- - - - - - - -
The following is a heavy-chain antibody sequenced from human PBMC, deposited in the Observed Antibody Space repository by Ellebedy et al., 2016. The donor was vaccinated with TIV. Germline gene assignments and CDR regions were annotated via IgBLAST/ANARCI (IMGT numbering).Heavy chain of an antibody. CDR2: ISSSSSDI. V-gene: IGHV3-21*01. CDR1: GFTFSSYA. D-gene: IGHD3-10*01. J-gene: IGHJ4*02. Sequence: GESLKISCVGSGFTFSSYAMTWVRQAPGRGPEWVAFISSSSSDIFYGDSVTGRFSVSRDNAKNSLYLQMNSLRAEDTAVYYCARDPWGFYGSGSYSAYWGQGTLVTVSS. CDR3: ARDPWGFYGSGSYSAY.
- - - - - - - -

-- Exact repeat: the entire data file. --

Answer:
The following is a heavy-chain antibody sequenced from human PBMC, deposited in the Observed Antibody Space repository by Ellebedy et al., 2016. The donor was vaccinated with TIV. Germline gene assignments and CDR regions were annotated via IgBLAST/ANARCI (IMGT numbering).Heavy chain of an antibody. CDR2: ISSSSSDI. V-gene: IGHV3-21*01. CDR1: GFTFSSYA. D-gene: IGHD3-10*01. J-gene: IGHJ4*02. Sequence: GESLKISCVGSGFTFSSYAMTWVRQAPGRGPEWVAFISSSSSDIFYGDSVTGRFSVSRDNAKNSLYLQMNSLRAEDTAVYYCARDPWGFYGSGSYSAYWGQGTLVTVSS. CDR3: ARDPWGFYGSGSYSAY.